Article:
“Influencer” is a loaded word. The connotations are both good and bad, and encompass a wide range of job titles: content creator, business owner, entrepreneur—you name it. In the simplest terms, it’s anyone with a talent for influencing the choices of other people; preferably, the purchasing choices of a large number of people, if you’re a brand. Like every other industry, the world of influencers was impacted by the pandemic. In addition losing paid opportunities, a ripple effect of the economic devastation to businesses, influencer culture is getting a facelift.
Now, according to Lindsay Valdez, Director of Partner Success at SHE Media, the days of perfectly Photoshopped flat lays and airbrushed selfies are being disrupted. Authenticity, whether the real deal or staged, is what both collaborators and supporters want to see.
“When we’re pitching influencers for brand campaigns, we look to fill these first with our SHE Media Partners. Before sending our selections to the brands, we look at the images on Instagram and other social accounts,” she says. “If the posts are curated perfectly, particularly with an abundance of other sponsored content, the brand is likely going to call that out as a negative.
She also emphasizes diversity, which should be a focus of all creators, period. “It’s such a turn off to see websites and business accounts with all-white representation.”
If you’re an influencer who wants to grow their site and community organically, while also securing paid opportunities to support that work, keep reading. Valdez shares the emerging trends making waves in her work with advertisers.
All Eyes On Your Website
“Bloggers have been saying this for years and influencers are catching up. After years of focus on building massive Instagam followings, influencers are now realizing their websites have been neglected. More campaigns are requiring custom blog posts to accompany Instagram stories.”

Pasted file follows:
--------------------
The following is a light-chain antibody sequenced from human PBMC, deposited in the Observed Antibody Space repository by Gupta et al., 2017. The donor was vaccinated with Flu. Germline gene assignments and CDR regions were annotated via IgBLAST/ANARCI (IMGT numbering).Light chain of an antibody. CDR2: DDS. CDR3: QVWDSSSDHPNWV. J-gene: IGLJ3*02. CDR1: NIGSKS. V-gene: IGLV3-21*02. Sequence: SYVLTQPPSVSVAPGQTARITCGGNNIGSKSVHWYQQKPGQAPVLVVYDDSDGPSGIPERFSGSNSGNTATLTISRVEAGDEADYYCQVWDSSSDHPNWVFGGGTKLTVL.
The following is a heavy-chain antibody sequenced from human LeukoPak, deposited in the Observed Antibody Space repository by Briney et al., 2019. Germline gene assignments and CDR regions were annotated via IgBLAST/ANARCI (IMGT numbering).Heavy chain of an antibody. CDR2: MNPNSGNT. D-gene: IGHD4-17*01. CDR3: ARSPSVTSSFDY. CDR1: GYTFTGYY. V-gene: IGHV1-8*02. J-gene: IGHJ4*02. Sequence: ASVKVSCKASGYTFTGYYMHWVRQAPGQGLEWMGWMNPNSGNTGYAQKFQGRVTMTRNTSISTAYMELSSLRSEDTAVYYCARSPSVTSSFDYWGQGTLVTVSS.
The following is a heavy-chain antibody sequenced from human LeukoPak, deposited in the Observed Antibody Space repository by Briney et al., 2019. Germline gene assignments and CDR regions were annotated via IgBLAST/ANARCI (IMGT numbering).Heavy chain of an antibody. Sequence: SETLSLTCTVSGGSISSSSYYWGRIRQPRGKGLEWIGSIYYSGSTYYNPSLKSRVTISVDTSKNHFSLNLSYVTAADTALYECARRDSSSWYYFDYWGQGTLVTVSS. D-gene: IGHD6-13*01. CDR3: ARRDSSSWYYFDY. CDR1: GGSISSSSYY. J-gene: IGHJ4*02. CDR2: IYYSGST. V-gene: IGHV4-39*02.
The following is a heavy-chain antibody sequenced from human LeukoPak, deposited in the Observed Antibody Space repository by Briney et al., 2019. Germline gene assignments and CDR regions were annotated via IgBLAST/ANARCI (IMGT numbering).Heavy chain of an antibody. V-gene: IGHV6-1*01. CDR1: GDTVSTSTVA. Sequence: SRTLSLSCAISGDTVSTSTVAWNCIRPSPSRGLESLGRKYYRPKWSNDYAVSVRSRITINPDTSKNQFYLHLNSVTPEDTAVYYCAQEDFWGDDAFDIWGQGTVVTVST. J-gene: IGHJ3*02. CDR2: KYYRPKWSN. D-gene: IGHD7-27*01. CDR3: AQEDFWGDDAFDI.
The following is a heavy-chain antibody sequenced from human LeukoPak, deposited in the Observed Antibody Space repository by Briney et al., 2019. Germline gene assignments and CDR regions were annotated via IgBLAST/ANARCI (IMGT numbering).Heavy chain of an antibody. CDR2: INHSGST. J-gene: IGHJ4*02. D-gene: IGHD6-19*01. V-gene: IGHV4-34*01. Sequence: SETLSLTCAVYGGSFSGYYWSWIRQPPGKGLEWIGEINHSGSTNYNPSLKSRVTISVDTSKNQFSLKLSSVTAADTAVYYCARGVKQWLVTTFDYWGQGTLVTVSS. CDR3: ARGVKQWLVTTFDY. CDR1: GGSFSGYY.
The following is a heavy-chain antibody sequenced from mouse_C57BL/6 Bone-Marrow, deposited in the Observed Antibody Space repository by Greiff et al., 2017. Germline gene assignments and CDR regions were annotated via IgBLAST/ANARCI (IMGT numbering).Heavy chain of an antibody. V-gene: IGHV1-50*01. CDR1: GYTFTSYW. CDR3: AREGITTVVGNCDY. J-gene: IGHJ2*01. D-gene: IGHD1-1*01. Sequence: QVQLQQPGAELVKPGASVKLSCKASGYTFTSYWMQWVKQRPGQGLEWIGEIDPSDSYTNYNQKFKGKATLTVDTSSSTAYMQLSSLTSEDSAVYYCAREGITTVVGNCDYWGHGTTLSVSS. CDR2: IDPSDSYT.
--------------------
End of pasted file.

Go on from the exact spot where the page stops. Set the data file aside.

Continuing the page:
Pouring all of your energy into social media is just one of the many common mistakes that usually don’t lead to paid sponsorships. Other snafus include pitching to brands that aren’t aligned with your mission and an overabundance of sponsored posts that overshadow organic content.
Video on Social Media
“The rise of video will continue in 2021. The benefits of offering video to your audience are many, from SEO to a better user experience, influencers will continue to make them. Almost all social media platforms offer a ‘Story’ format, including Instagram, Pinterest, and Facebook. Now, with Google Web Stories, the video format is in hot demand and brands are here for it.”
Recent studies show video ads as short as six seconds can increase brand awareness and can be easily created on video apps. And remember, you don’t need to spend money on fancy equipment to make quality content. In fact, here are three things you should never pay for when you’re a beginner.
Engagement > Numbers
“Even now, brands are looking for a level of exclusivity from influencers that they use. They dig past homepages through articles and scroll through social feeds to make sure influencers they select didn’t shell out for competitors last quarter. They’re looking for true fans with loyal, trusting audiences. Brands commonly ask for these huge social followings, but there’s a problem when those followings don’t convert. A more niche audience, that’s truly dedicated to the products they love, can be much more valuable for both influencers and brands.”
If you’ve yet to start a website and one of your main objectives is to make money, here are some lucrative blog niches that will make your bank account happy.
The SHE Media Partner Network helps content creators and entrepreneurs build sustainable businesses with dedicated support for managing ads, brand partnerships, and more. Apply now to join our mission-driven platform.